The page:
The biological function of a gene often depends on spatial context, and an atlas of transcriptional regulation could be instrumental in defining functional elements across the genome. Despite recent advances in single-cell RNA sequencing and in situ RNA imaging, fundamental barriers limit the speed, genome-wide coverage, and resolution of de novo transcriptome assembly in space. Here, I discuss potential next-generation approaches for the de novo assembly of the transcriptome in space, and propose more efficient methods of detecting long-range spatial variations in gene expression. Finally, I discuss future in situ sequencing chemistries for visualizing biological pathways and processes in tissues so that genomics technologies might be more easily applied to conditions of human health and disease.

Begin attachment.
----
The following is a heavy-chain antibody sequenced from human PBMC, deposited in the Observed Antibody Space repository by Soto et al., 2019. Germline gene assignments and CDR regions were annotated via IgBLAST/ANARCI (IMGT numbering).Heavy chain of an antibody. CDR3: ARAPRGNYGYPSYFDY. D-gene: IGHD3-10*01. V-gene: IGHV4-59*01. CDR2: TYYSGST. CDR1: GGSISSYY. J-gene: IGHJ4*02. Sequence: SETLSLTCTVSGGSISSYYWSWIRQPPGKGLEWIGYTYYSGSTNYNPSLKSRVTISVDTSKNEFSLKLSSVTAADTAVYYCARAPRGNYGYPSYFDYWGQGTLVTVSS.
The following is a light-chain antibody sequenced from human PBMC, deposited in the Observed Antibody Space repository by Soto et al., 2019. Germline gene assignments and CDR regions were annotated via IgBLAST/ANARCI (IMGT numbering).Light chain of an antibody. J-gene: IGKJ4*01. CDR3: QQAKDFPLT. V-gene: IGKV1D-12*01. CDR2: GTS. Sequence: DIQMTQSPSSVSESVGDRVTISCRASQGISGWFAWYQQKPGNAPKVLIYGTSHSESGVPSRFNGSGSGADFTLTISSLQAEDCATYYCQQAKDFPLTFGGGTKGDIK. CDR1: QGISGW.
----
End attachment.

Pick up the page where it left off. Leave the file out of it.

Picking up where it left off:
Copyright © 2017 Elsevier Ltd. All rights reserved.